Geeky readers of my blog would know that I have soft corner in my heart for Ubuntu — the free (and worthy) alternative to proprietary operating systems. The new LTS edition of Ubuntu has just been released under the codename, “Precise Pangolin.”

ubuntu 12.04 precise pangolin
Image credit: omgubuntu.co.uk

As the name suggests, Canonical claims the new edition 12.04 to be practical, proven, and precise. With a facelift in the interface and added features such as privacy controls and advanced search option throughout your local disk and the web, Ubuntu 12.04 has so far received positive feedback from its global user-base.

For starters, the meaning of LTS may not be obvious. But this is a release that most professionals and advanced users wait for. Ubuntu release cycle follows a 6-months period between two major releases. LTS releases, short for Long-Term Support, come every two year. Users with an LTS edition of Ubuntu used to receive security updates and other new features for up to 3 years for desktop computer. However, starting from Ubuntu 12.04, users will receive updates for as long as 5 years.

If you’re interested in trying out Ubuntu but never had the guts to do so, this is just the right time to give it a go. Check out the video below for a glimpse at a few of the new features with Ubuntu’s new release, 12.04 Precise Pangolin.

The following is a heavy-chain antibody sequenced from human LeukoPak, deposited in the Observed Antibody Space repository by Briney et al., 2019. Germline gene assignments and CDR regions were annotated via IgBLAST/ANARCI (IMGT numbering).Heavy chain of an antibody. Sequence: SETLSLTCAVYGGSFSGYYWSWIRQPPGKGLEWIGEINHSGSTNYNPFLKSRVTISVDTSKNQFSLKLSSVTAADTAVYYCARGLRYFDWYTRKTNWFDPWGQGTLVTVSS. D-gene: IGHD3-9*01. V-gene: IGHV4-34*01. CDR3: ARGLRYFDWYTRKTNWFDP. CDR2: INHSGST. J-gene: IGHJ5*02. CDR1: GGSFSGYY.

Ready to download Ubuntu? Visit Download Ubuntu and download the iso image file. Burn it on a disc and boot from it. Don’t worry, you can check out Ubuntu live from the CD without having to install or make any change on your computer.

Even better, you can take an Ubuntu 12.04 LTS tour right within your web browser by clicking here.

Are you already an Ubuntu user? What do you find best in Ubuntu? If not, what prevents you from checking out a smooth, fast and user-friendly operating system that comes at no cost? Let me know in the comments! 🙂

Note: For some reason, I haven’t downloaded the new edition yet and not planning to do so as I’ve moved to Linux Mint, a distro that was developed upon Ubuntu by a dedicated community. The reason behind the move is mostly around the necessity of Internet access which is very crucial if you want to enjoy Ubuntu at its best.

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